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Stocks rebound amid downbeat data

Stocks tottered higher Wednesday, as a slide in oil prices and upbeat earnings news eclipsed an unexpectedly steep drop in durable goods orders that raised questions about the strength of the economy.
/ Source: The Associated Press

Stocks tottered higher Wednesday, as a slide in oil prices and upbeat earnings news eclipsed an unexpectedly steep drop in durable goods orders that raised questions about the strength of the economy.

Analysts were pleased by the advance, noting that the market had been oversold in the previous session amid anxiety over corporate results and the broader economic picture. But some observers felt the uptick lacked conviction, and predicted a continuation of the volatility that has dogged stocks so far during this earnings season.

“Earnings season is always volatile,” said Michael Murphy, head trader at Wachovia Securities in Baltimore, noting that historically, April has been the worst month of the year for stocks “The bias seems to be to the upside today, and if we continue to get good news the market can move higher. But I still think it’s likely to remain volatile through the end of the week.”

Oil plummeted $2.59 to $51.61 on the New York Mercantile Exchange in electronic trading following the government’s weekly inventory report, which showed a 5.5 million barrel increase in crude supplies, but a 300,000 barrel draw on gasoline; analysts had been hoping for a build.

The falling price of oil cheered investors, who had been deeply worried by the Commerce Department’s report that orders to U.S. factories for durable goods — big-ticket items that last three years or more — had plunged 2.8 percent in March. Some drop was expected after three months of declines, but the reading was far weaker than economists expected. It renewed concerns that the economy may be entering another “soft patch” as consumers and businesses, jolted by hefty fuel prices, cut back spending.

The Dow Jones industrial average finished the day up 47.67 points, or 0.5 percent, while the broader Standard & Poor’s 500-stock index was up 4.64 points, or 0.4 percent. The technology-rich Nasdaq composite index added 2.99 points, or 0.2 percent.

Analysts were less alarmed by the data, however, saying it reduced the likelihood that the Federal Reserve would take a more aggressive approach to raising short-term interest rates when the policy makers meet next week.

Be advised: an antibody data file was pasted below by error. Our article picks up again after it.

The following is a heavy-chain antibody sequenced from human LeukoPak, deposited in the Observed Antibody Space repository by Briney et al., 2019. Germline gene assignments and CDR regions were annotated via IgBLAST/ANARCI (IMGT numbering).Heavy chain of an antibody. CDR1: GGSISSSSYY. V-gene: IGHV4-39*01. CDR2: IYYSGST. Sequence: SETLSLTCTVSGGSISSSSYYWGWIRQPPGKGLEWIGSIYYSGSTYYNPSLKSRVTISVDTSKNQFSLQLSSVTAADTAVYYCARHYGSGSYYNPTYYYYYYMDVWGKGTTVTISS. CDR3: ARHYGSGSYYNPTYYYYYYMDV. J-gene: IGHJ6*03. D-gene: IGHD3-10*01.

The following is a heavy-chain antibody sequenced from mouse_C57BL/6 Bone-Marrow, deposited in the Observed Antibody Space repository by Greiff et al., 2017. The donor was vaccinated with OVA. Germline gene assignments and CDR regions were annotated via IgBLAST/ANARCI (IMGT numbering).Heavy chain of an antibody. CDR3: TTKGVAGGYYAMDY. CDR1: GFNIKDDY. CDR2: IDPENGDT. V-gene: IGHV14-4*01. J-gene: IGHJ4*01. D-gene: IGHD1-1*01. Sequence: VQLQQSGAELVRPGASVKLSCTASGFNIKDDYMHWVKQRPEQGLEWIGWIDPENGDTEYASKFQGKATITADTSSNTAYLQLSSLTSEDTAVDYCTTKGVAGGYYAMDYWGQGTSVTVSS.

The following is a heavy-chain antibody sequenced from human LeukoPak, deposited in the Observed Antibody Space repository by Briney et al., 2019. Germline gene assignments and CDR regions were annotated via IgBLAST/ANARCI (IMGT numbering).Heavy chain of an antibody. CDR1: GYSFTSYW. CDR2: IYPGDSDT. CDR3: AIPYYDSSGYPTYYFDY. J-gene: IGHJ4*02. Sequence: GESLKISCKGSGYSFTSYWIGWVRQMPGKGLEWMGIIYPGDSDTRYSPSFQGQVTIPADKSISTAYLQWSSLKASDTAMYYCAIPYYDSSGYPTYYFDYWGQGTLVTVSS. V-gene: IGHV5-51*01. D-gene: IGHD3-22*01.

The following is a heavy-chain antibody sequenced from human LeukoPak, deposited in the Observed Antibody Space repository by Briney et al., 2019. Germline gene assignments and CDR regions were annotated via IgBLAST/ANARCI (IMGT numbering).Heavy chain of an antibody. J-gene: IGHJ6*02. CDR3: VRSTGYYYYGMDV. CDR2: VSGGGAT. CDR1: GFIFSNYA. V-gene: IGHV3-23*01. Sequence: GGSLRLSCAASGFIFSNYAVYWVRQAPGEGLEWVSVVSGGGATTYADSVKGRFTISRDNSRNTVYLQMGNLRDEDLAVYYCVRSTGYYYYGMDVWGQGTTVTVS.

“Some of the numbers and evidence suggest the cyclical expansion is not as strong as people believe, but it is still resolutely good,” said Subodh Kumar, chief investment strategist for CIBC World Markets. “I think that what is happening is the markets are readjusting to more moderate growth.”

On the Dow, Verizon Communications Inc. was up $1.22 at $35.22 after topping Wall Street forecasts with a first-quarter profit of $1.76 billion on a 6.6 percent rise in revenues, thanks to its rapidly growing wireless business.

Boeing Co. rose 66 cents to $59.66 after reporting a 14 percent drop in its first-quarter profits as higher spending on deferred compensation and pension expenses offset gains in its military contracting and airplane manufacturing businesses. Still, the Chicago-based aerospace company earned 64 cents per share, excluding charges; analysts surveyed by Thomson Financial had forecast 55 cents per share. Inc. slid 99 cents to $31.72 after sales rose strongly, but net income sagged 30 percent on tax expenses and a new fee-based membership program that expands the online retailer’s foray into free shipping. Amazon, one of the world’s largest e-commerce companies, earned 18 cents per share, in line with expectations.

Copper producer Phelps Dodge Corp. was down $3.70 at $85.54 even after it soundly beat Wall Street expectations by doubling its first-quarter earnings, year-over-year, thanks to strong copper prices. Profits of $3.83 per share beat estimates by analysts, who expected earnings of $3.35 per share.

Overseas, Japan’s Nikkei average slid 0.28 percent. In Europe, France’s CAC-40 sank 1.64 percent, Britain’s FTSE 100 fell 1.16 percent and Germany’s DAX index was down 1.06 percent.